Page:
By Paul Violi
For the second time this week
I've watched snow fall at sunrise,
dawn arrive on a breeze
(the way I think it always does).
I don't know which, time or the weather,
woke me, charmed me out of a dream
where a few of us floated around,
face-up in the quiet water
and the jetsam of a slow life.
I had one line that I'd saved
and let it go as though it were mine,
calling for “Darker days and brighter gods!”
Then I only had my waking instant,
but it opened with that same shadowless light,
a sense of change, of something both near
and remote, first and last,
blowing with the wind and snow
through my reflection in the window.
And then I lost it.
So here I am, with cigarettes and cold coffee,
an unfinished ode to idleness,
cobwebs in high places,
a spider that rappels down the bookshelves,
and a commotion recollected in tranquility;
sunlight pouring through,
and another bright page
with a peculiar darkness flowing over it
—shadows of heatwaves from the radiator,
or my thoughts going up in smoke.
The glass, when misted over,
reminds me of store windows,
how they're swathed with soap,
shrouded in secrecy
before a grand opening
or after an ignominious closing.
Either way, not very interesting
except, perhaps, when the grafitti,
the anonymous messages appear
scrawled across them
by some child of the air,
words you can see through
or a clear smear.
And at twilight I'm still here,
the same place, the same light.
Nothing to do but move with the view:
snow, wind over soft ruins,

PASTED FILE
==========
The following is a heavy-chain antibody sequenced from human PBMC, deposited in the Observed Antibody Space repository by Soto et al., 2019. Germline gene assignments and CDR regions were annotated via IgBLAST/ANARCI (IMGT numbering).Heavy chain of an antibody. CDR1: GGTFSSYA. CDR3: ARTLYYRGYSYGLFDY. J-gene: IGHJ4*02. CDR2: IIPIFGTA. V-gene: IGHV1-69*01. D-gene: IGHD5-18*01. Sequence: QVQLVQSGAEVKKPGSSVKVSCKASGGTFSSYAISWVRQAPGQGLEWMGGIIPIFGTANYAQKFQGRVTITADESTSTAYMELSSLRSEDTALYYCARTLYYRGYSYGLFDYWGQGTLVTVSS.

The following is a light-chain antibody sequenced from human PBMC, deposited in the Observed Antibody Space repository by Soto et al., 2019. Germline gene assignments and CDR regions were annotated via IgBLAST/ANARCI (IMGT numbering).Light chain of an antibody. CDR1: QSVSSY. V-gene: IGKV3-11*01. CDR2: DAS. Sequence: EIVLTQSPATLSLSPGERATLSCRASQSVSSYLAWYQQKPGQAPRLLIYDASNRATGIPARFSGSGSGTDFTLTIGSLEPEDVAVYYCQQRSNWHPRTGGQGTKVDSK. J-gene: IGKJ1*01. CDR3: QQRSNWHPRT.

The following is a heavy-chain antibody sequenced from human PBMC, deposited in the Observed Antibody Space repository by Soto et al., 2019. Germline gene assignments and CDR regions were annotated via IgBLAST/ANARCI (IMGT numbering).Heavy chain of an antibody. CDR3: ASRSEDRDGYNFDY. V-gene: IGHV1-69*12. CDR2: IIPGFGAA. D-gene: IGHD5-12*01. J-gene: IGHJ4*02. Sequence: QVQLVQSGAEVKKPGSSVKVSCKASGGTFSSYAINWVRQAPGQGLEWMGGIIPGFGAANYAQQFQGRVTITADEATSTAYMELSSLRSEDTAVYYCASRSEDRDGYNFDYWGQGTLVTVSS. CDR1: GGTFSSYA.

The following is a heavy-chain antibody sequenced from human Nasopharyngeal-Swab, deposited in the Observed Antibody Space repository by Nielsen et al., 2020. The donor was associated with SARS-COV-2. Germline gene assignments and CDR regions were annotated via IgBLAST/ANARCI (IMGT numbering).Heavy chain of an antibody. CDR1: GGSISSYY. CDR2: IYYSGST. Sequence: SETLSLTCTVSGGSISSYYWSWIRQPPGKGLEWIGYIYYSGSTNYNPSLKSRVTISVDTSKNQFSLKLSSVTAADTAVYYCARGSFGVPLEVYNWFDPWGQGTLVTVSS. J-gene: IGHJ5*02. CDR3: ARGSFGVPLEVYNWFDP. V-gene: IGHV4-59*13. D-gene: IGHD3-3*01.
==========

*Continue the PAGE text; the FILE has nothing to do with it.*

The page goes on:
unfinished buildings that loom
like monuments to a spent curiosity.
I'm in the tallest, up here with the Nopes
roosting on soggy flunkgirders.
Want a cigarette? Nope.
Got a match? Nope.
See any alternative to solipsism? Nope.
Hedonism? Nope. Sloppy stoicism? Nope.
Did you know that Maryland
has no natural but only man-made lakes? Nope.
The creatures of idleness
are pure speculation.
They follow the weather,
shadow the wind, fill in the blanks.
Some are big and clumsy and sly
and like to lick my watch;
others, like gerunds,
have already drunk themselves
into a state of being.
Another, with time on his hands
and the sense of how windows
are both inside and outside a place,
stands there watching his silhouette
change to a reflection
as the light shifts
and he moves forward or back,
plays like a god
stepping in and out of himself,
and hears the wind as the breath of change
when the last flurry whirls away in the light.
The last flake grows larger
as it descends, and presents
when it lands in a burst of brilliance
the floorplan for a new building
where every wet, beaded window
is a picture of pleasure and expectation.
The drops ripen, moments in the light,
questions that, answered by a feeling,
slide away as clear as my being,
a drop at a time down the glass.
When the wind blows this hard
it's about to say something at last.
The earth down to its bare magic,
wind and glass, water and light.
Paul Violi, "In Praise of Idleness" from Likewise. Copyright © 1988 by Paul Violi. Reprinted by permission of Hanging Loose Press.
Source: Likewise (Hanging Loose Press, 1988)